The other standout is contralto Sara Mingardo. Hers is an instrument of lovely burgundy and amber hues, and although I found that at times she used too much pressure in the chest voice, her performance of the Nisi dominus is remarkable for its sustained lines and agile coloratura. Hers is a voice of great warmth and expression, very soothing to the ear.

Soprano Anna Simboli, whose more clarion tone is a pleasing contrast to that of Ms. Bertagnolli, also turns in some excellent performances, her duties being primarily the singing of the numerous introductory antiphons.

The two instrumental concerti are played with a sobriety and solemnity appropriate to a great sacred occasion, but they are also infused with a great sense of celebration, befitting a feast day. Of particular merit is Antonio de Secondi’s fine reading of the Concerto RV 581. He sings with his violin, and his clean articulation of more virtuosic passages doubles in excitement, as he is able to execute them with such grace and ease.

There is nothing at all negative to be said about the ensemble work here. Both the orchestra and the choir (with the minute exception of some unwieldy trumpets) play and sing with warmth, precision and elegance. The sense of balance and pacing is nearly flawless, and Alessandrini maintains just the right equilibrium of tension, release and contrast. The common intonation problems and thinness of tone typical of many period instrument performances is eradicated here perhaps by the conductor’s use of modern pitch (A= 440 hz), which he claims is justified by numerous organological sources. Whether he uses period replicas or modern instruments is unclear in the notes, but the ear tells me that they are probably period tuned high.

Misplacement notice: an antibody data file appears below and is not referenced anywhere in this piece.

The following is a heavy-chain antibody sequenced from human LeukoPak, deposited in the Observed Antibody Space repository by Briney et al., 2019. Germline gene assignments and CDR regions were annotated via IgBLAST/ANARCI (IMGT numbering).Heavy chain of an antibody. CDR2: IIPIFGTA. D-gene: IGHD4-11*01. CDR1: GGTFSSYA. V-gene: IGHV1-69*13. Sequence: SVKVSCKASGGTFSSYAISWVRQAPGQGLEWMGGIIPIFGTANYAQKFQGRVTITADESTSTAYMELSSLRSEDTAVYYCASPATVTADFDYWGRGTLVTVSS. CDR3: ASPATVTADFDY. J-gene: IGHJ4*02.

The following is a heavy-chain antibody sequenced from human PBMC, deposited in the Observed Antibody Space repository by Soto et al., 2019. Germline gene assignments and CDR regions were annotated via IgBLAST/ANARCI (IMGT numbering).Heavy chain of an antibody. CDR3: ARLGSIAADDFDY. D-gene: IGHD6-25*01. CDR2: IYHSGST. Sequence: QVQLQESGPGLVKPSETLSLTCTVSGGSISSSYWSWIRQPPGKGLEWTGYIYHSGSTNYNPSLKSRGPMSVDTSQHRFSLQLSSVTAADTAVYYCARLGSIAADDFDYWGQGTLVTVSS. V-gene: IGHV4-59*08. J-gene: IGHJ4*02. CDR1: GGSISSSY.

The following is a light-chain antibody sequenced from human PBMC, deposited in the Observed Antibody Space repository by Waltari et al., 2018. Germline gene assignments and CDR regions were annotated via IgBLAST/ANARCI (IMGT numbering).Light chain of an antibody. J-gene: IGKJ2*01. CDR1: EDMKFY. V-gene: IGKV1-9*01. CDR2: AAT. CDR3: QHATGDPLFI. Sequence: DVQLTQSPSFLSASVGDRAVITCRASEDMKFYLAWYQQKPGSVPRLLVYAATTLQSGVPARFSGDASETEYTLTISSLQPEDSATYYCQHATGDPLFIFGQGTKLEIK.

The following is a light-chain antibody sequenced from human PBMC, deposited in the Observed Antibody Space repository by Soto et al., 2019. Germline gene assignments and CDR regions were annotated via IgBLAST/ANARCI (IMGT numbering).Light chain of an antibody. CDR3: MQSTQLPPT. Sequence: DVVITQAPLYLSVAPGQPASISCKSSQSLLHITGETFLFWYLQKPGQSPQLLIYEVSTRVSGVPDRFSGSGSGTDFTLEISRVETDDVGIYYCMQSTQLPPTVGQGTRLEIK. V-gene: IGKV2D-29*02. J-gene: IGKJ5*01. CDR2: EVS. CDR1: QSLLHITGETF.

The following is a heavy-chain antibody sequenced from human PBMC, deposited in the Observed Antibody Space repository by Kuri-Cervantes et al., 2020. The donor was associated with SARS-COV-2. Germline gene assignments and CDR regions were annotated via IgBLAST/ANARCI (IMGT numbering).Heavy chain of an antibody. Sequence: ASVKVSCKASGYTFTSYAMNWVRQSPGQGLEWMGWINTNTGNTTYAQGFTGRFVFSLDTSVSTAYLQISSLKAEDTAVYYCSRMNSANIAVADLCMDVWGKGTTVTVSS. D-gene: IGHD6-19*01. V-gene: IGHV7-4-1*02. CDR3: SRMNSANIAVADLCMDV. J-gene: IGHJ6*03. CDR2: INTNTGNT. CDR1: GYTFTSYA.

Production values are on the whole of the highest order. The two lengthy essays on the music are at times somewhat awkwardly translated, and the layout on the page of the seemingly endless quotes in Mr. Alessandrini’s account are at times annoyingly confusing and unclear. Complete texts and translations are provided. Sound quality is excellent, exquisitely clear and never overblown.

Listening to this assemblage in its entirety does take a bit of an effort on the part of the listener, but it is an effort that pays off many times over. This is music of infinite contrast and variety, and the elegance with which it is presented makes this sizeable package very rewarding indeed. Highly recommended.

Kevin Sutton